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Mritika Senthil Reflects for AAPI Heritage Month


Mritika Senthil, Community Engagement Specialist at the Asian Americans with Disabilities Initiative, reflects for AAPI Heritage Month.

Transcript

My name is Mritika Senthil and I am currently serving as the Community Engagement Specialist at the Asian Americans with Disabilities Initiative. I’m also currently a student at a boarding school in South Carolina. One thing that South Carolina is unfortunately known for is that it’s public schools often don’t meet national rankings, but the schools that I currently go to sort of tries to move away from that.

And it’s actually ranked very well nationally. So there’s often those ideas that as students begin to transition to the school they become very overwhelmed academically, as they’re faced with a new rigor that they haven’t experienced. So when I first came to school, I too was overwhelmed. I was struggling with physics and I was generally sad all the time.

And people have told me, you know, “this is normal”, “I’m an adolescent”, “this is expected of me in this new environment”. But gradually these symptoms sort of began to worsen on what began as just excessive crying, sort of transitioned to social isolation and binge eating. I was eating over four times the amount of calories I normally eat and ultimately came to apathy where I really just had a disregard for my general wellbeing. I was very complacent recording my health.

And so I began to realize that there was sort of a problem. But unfortunately, on the exterior I seem to be doing fine. I was always very academically ambitious and although my academic performance wasn’t at its initial level, it did decrease. And I’d also been very interested in public speaking, and I did continue these activities.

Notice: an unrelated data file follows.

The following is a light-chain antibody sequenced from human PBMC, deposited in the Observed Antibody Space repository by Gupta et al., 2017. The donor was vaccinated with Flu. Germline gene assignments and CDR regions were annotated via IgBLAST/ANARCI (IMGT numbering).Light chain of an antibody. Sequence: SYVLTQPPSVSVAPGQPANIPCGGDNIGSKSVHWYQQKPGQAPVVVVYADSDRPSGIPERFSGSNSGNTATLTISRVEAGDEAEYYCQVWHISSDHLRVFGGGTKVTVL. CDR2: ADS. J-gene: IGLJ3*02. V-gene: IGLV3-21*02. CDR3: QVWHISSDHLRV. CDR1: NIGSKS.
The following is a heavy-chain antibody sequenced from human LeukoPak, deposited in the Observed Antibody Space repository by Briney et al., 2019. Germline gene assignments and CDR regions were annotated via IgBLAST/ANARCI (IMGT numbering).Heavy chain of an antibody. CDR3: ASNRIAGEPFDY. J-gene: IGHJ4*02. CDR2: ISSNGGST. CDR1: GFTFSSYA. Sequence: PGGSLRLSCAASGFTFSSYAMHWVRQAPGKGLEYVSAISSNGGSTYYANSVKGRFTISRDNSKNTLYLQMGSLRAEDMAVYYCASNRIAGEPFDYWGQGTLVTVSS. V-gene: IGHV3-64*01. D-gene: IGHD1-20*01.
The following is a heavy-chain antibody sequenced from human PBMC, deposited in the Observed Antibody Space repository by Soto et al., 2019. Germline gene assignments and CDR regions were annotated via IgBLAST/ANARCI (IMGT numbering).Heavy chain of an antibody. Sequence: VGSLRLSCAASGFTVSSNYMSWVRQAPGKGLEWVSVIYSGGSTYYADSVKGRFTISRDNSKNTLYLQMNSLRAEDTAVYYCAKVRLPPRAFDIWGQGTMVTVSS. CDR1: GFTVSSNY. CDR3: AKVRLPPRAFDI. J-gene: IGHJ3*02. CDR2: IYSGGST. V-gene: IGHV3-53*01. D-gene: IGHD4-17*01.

And so, whenever I tried to communicate with people, they often told me that, you know, I didn’t seem to have any type of depressive symptoms on the outside, even though I just had a general discontent with my daily living. Ultimately, my family and friends did take me to a healthcare professional.

Well, one thing I was surprised by was that instead of diagnosing me immediately, people often tend to question my parents and accused them of “tiger parenting” because the Indian American communities and Asian American communities are unfortunately stereotyped as pressuring on high-achieving students.

So gradually up through seeing it in numerous psychologists — psychiatrist, we ultimately realize I did have depression and anxiety that was at a debilitating level. And one thing that I was sort of surprised by was that I was actually eligible to receive accommodations and that people with depression can qualify for social security benefits depending on the severity. And thankfully due to my school’s willingness to comply to these accommodations and medications, I gradually did improve.

But one thing that continued to be frustrating was that my symptoms are often really just undermined to being something that was a consequence of Asian American parenting, or the pressures Asian Americans place on themselves.

So one thing that I really thought about my experiences were what would have happened if races was taken out of the question and the process had become more streamlined and also realized that disability and debilitating conditions are not necessarily something you can see physically and they can be something temporary, they can be something mental. So I think my idea from this was really just that we shouldn’t place disability or ethnic groups in boxes.

One thing that I hope that we move towards is really just taking out racial stereotypes when attempting to diagnose someone’s disability or mental health condition, and also not defining disability on the basis of its physical attributes or against stereotypes.

So with that happy AAPI Heritage Month, as well as Mental Health Month.

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